Molecular Organization at the Synapse
In the central nervous system, synapses form the basic functional units of connectivity between two neurons. The formation, remodeling and elimination of synapses refine the microcircuitry in the brain. The synapse is a complex molecular machine, which changes its structure and composition during neuronal development and plasticity. It contains hundreds of proteins choreographed into a micron sized machine overseeing the fidelity of brain function. The components of the synapses play a major role in synaptic transmission and synaptic plasticity, which are thought to underlie learning and memory. Interestingly most of the diseases has a direct impact on the number, position and movement of molecules in and out of synapse contributing towards synaptic loss or dysfunction thus affecting the normal behaviour of the brain. However, it has been an enigma how information is processed at a single synapse by controlling function, position and regulation of several molecules. This is partly because of the inaccessibility to garner information to resolve structures less than a few 100nm. The development of super-resolution imaging methods (Nobel Prize 2014) that break the diffraction limit allows monitoring the real-time (milliseconds) synaptic organization at the nanoscale (10-50nm). The work in our lab attempts to dissect the fundamental role of dynamic nanoscale organization of synaptic molecules to understand how synapse process and relay information. To achieve this we follow an interdisciplinary research paradigm at the interface of high end microscopy, molecular biology and cellular neuroscience. All this information is expected to contribute towards a better understanding of how synapses function at the molecular scale and provide fundamental insights into signal processing at single synapses in health and disease.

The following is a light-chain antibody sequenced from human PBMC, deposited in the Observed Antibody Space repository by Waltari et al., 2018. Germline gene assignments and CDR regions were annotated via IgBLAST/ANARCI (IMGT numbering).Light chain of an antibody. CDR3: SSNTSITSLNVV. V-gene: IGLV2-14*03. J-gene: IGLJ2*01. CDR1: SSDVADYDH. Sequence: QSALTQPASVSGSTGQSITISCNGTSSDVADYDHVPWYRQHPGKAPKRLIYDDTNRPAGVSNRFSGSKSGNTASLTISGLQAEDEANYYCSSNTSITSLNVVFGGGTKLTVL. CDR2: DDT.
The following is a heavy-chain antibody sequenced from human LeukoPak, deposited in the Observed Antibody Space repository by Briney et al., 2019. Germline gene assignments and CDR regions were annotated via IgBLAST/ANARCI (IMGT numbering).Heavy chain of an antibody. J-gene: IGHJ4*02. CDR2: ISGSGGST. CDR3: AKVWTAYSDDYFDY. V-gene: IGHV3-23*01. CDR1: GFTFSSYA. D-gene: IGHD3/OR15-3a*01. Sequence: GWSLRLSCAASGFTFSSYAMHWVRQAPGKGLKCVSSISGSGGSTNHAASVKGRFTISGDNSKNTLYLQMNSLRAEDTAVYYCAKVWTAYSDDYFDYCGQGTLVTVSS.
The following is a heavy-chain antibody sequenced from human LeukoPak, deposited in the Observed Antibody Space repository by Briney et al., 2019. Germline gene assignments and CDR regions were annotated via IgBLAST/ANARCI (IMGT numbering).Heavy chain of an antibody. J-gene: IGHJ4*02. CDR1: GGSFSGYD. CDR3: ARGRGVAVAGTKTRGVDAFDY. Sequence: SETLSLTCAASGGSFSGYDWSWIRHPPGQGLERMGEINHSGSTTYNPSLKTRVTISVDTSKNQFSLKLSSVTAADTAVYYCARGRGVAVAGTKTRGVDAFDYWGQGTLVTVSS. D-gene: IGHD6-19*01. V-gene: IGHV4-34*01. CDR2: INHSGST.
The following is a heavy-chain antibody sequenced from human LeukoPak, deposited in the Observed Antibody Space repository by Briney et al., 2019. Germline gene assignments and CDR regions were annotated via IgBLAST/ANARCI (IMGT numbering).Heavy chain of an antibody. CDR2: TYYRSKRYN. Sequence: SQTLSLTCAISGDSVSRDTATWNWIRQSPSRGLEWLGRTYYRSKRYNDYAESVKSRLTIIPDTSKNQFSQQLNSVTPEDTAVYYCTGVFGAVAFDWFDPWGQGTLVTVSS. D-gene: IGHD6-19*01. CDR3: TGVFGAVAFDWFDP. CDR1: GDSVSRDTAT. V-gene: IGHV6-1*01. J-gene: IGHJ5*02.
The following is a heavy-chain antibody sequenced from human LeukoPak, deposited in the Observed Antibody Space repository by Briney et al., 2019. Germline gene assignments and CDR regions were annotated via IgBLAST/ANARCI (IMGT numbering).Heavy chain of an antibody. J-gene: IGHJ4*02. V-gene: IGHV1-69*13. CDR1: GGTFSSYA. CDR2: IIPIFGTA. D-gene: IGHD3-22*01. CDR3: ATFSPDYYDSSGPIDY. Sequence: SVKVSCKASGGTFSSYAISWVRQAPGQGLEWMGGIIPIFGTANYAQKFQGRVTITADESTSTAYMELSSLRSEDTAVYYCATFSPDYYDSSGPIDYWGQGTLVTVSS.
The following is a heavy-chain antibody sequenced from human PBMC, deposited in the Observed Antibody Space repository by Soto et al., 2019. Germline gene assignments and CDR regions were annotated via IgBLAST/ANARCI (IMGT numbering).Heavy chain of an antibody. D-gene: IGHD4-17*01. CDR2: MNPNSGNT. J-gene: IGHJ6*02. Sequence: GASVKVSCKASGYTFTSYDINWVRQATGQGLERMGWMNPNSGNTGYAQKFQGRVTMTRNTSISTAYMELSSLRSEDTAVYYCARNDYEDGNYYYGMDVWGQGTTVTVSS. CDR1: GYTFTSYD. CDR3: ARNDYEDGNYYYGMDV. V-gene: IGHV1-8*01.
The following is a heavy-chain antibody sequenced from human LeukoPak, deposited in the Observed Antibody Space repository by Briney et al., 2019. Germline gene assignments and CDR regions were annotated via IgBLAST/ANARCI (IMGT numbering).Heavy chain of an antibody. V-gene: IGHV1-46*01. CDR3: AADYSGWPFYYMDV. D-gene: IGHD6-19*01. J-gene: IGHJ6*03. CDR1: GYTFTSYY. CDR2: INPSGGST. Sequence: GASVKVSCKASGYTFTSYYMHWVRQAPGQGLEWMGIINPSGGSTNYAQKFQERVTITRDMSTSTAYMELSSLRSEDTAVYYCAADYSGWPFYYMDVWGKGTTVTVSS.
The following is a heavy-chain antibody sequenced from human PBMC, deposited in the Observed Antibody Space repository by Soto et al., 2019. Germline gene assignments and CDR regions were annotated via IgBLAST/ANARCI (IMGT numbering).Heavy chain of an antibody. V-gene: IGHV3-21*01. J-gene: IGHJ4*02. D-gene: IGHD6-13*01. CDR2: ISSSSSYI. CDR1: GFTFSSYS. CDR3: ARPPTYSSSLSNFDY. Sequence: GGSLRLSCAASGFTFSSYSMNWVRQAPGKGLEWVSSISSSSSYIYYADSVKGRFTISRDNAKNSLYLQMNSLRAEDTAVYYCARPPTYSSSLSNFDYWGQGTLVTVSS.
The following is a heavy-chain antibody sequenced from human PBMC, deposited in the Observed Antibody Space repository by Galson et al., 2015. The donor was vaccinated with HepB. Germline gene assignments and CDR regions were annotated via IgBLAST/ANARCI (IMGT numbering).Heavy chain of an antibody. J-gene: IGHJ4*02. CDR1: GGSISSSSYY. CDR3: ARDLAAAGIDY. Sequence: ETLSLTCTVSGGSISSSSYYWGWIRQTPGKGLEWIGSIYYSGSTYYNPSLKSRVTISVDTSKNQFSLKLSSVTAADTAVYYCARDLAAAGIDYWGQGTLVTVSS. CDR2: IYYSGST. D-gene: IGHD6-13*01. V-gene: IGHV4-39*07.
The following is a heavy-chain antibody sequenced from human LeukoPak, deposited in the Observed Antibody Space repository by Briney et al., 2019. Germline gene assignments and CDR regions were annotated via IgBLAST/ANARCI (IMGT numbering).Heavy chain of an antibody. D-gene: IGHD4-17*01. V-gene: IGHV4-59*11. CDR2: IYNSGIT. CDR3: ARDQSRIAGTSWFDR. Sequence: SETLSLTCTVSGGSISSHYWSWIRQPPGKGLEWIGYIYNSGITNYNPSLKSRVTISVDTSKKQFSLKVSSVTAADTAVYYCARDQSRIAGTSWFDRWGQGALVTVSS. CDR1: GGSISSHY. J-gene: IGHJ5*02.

PI : Dr.Deepak Nair (Webpage)